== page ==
This makeover narrates the past through a new contemporaneity, offering fascinating domestic perspectives.
An ancient Mexican house regains its charm and splendour thanks to a restoration done to perfection, respecting the colours and the architecture of the ancient Mayan culture.
Although the passage of time has erased some of the decorative details, the same cannot be said for the structure, created through high-quality work.
Mouldings, doors, windows, and coverings find their voice again. Some load-bearing walls, covered with limestone, have been preserved and in some cases partially covered with light plasters to enhance their historical value.
Thefalse ceilings with metal beams and exposed wood have been restored to maintain their original appearance, thus obtaining a neutral colour range, which enhances the bright tones of the Mexican majolicafloors.
The dining room opens with a double-height ceiling, where originally there was a mezzanine with a room. In the renovation project, it was decided to demolish these elements to privilege space and volume, leaving however the trace of the door and a window as tangible witnesses.
The main living room, completely covered in limestone, is interrupted by the flat frames of doors and windows. The intense green of the plant at the top of the sofas gives a touch of life, accompanied by natural light.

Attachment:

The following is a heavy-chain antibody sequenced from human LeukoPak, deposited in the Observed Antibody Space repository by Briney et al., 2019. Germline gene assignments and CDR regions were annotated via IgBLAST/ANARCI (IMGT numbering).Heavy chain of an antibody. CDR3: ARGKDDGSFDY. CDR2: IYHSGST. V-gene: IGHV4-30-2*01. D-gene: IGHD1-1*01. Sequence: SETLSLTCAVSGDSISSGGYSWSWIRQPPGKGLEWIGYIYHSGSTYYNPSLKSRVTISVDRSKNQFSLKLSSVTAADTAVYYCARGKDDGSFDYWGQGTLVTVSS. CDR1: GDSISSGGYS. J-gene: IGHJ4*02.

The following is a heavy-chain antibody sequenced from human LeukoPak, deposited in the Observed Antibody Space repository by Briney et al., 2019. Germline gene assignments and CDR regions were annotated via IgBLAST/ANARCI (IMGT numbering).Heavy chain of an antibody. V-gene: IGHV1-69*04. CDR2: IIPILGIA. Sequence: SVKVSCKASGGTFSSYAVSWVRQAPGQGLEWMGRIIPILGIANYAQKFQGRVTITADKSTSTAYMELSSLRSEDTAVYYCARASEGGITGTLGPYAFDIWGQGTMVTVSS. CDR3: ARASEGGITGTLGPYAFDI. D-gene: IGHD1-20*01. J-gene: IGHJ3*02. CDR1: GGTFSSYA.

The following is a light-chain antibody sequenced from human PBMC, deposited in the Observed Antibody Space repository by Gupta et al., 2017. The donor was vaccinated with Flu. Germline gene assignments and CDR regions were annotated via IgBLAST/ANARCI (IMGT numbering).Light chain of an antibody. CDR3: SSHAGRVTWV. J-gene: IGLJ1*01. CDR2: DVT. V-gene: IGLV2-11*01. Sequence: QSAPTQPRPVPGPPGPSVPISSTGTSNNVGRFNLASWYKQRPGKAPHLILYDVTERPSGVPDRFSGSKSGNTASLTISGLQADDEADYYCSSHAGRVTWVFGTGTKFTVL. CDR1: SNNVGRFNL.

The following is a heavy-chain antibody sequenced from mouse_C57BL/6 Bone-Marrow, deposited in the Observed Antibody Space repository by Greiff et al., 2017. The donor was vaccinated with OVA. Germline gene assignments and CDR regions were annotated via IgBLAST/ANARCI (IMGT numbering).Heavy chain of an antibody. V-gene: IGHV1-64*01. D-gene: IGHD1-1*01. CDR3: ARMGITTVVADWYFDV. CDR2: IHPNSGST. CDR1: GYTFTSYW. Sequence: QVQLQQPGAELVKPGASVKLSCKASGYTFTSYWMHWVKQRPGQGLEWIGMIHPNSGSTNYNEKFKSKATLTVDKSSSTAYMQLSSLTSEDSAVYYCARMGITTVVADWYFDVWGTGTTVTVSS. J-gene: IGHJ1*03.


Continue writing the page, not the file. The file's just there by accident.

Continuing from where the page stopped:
A small terrace protected by a roof connects us to the kitchen. This area is largely faithful to the original structure, except for the windows and shutters, revamped in a modern way with a reference to Art Deco in some door details.
The central courtyard instead breaks the neutral colour scheme; the exterior walls boast an intense pink shade, enhanced by the contrast with the green tropical plants.
The poollooks like a mirror and is covered in chukum, a typical Mexican natural material that is obtained by mixing limestone powder – often from Yucatán – with water, after being boiled with the bark of the Havardia Albicans tree.
A very resistant material appreciated for its warm colours. The kitchen follows the traditional style and has a double door that opens directly onto the courtyard. The attention focuses on the central island with a white marble shelf and seating for four people, then brightened by the half-height majolica cladding.
Themaster bedroom starts with an exquisite Mexican majolica “carpet” that contrasts with the neutral colours of the limestone walls, once again softened by generous frames and the intense green of the plants.
On the first-floor terrace, a wooden roof stands out. Built with a wooden supporting structure and covered with sugar canes or dried branches, once again it is the result of a traditional technique, called Bahareque.